The Illinois Supreme Court has repeatedly held that the practice of law defies “mechanistic formulation.” E.g. In re Howard, 188 Il1.2d 423, 438, 721 N.E.2d 1126, 1 1134, 242 Ill.Dec. 595, 603 (1999). Nevertheless, the Court has provided reasonable guidelines on defining the practice of law and, in some cases, identified particular conduct that constitutes the practice of law. Broadly, the Court consistently has determined that an activity involving the “giving of any advice or rendering of any service requiring the use of legal knowledge or skill” is the practice of law. Id. The Court also has found that practicing law “encompasses not only court appearances, but also services rendered out of court.” Id., citing People ex reI. Chicago Bar Association v. Barasch, 21 Ill.2d 407, 414, 173 N .E.2d 417 (1961). Such out of court services include a wide range of activities including preparing notes and mortgages, King v. First Capital Financial Services Corp., 215 Il1.2d 1,828 N.E.2d 1155,293 Ill.Dec. 657 (2005), deeds and other title related documents, Chicago Bar Association v. Quillian and Tyson, Inc., 34 Il1.2d 116,214 N.E.2d 771 (1966), and gathering information from clients and explaining legal process, In re Discipio, 163 Il1.2d 515, 645 N.E.2d 906, 206 Ill.Dec. 654 (1994). These opinions held the above referenced conduct required the use of legal knowledge and skill and therefore constituted the practice of law. In some cases, legal knowledge and skill was inferred from the conduct at issue. Id., 163 Il1.2d at 524, 645 N.E.2d at 911,206 Ill.Dec. at 659. Knowing what questions to ask, either on direct or cross examination, necessarily implies the use of legal knowledge and skill. Clearly then, appearing on behalf of another in a formal proceeding, such as a court or other tribunal, where legal rights are presented, considered, and decided, and participating in such a hearing by examining and cross-examining witnesses, would fall within this broad definition of the practice of law.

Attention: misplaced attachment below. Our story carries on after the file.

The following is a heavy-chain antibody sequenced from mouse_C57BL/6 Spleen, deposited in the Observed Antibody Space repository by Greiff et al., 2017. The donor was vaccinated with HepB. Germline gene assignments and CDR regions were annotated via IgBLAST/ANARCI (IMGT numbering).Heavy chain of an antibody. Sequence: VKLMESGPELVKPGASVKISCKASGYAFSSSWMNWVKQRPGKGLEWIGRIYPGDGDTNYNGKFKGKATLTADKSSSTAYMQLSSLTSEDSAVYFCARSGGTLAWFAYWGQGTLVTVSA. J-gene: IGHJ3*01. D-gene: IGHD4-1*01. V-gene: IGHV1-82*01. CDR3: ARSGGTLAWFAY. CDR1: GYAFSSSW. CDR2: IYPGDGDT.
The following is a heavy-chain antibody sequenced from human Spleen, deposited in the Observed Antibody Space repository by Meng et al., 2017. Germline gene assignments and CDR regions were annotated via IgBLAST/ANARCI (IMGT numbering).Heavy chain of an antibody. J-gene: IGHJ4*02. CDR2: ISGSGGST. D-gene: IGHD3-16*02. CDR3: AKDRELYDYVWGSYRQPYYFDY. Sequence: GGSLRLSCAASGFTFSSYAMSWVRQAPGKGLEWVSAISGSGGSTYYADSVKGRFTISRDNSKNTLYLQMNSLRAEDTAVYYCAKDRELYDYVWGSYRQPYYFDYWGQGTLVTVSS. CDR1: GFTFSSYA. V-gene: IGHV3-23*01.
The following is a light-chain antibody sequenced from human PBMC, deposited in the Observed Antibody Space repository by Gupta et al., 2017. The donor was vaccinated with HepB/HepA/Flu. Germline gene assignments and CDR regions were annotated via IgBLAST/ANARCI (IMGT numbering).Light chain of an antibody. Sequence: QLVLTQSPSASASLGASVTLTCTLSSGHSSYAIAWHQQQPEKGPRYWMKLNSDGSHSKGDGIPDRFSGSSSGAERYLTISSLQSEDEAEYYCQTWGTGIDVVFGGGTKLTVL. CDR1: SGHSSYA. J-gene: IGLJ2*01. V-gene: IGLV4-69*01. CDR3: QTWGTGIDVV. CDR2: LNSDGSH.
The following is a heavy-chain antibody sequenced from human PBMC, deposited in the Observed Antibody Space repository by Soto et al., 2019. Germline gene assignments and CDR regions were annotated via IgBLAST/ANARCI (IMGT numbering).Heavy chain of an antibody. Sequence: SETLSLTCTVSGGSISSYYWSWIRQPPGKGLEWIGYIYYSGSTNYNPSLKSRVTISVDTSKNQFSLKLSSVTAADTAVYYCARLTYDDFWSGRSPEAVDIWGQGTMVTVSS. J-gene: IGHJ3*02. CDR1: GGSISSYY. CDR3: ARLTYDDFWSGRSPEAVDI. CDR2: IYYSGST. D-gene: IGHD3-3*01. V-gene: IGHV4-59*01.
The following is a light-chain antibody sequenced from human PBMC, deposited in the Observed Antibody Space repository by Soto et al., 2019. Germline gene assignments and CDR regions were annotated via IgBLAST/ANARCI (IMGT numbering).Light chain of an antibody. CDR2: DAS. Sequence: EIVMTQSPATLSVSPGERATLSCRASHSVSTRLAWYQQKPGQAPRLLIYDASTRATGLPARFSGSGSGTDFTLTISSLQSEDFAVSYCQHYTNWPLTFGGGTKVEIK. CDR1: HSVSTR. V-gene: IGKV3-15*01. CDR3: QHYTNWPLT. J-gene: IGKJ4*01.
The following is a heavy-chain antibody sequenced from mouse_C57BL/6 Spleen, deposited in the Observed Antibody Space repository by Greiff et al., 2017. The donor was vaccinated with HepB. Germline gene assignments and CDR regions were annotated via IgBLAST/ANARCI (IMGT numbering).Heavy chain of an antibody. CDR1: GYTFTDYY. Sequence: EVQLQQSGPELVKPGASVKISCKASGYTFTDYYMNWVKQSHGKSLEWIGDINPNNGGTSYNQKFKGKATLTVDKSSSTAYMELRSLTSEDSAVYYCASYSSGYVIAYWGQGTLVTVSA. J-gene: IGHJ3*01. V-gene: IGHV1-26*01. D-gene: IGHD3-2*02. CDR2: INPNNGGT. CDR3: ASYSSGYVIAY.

Specifically, the Illinois Supreme Court has found the practice of law when nonlawyers appear and participate at administrative proceedings on behalf of others. Chicago Bar Association v. Goodman, 366 Ill. 346, 8 N.E.2d 941 (1937). InGoodman, the nonlawyer solicited workers compensation claimants, negotiated settlements, filed petitions, orders, and other pleadings with the administrative tribunal (the Industrial Commission), and eventually brought matters to hearing before the Industrial Commission arbitrator. Id. 366 Ill. at 348, 8 N.E.2d at 943. The Goodman Court analyzed all these various activities and, with respect to participation at hearing, noted the tremendous significance of establishing a record for proper review. As part of establishing a clear record, the Court noted the necessity of a representative to understand and weigh evidence and coordinate testimony. Id. 366 Ill. at 354, 8 N.E.2d at 946. Of importance to this case, the Court noted that “it is immaterial whether the acts which constitute the practice of law are done in an office, before a court, or before an administrative body.” Id. 366 Ill. at 357, 8 N.E.2d at 947. These fundamental attributes of legal knowledge and skill are no less required where a nonlawyer appears and participates in eliciting testimony at a proceeding before the IDES as they were when the proceeding was before the Industrial Commission in Goodman. The Goodman opinion stands for the proposition that participation in an IDES administrative hearing is the practice of law.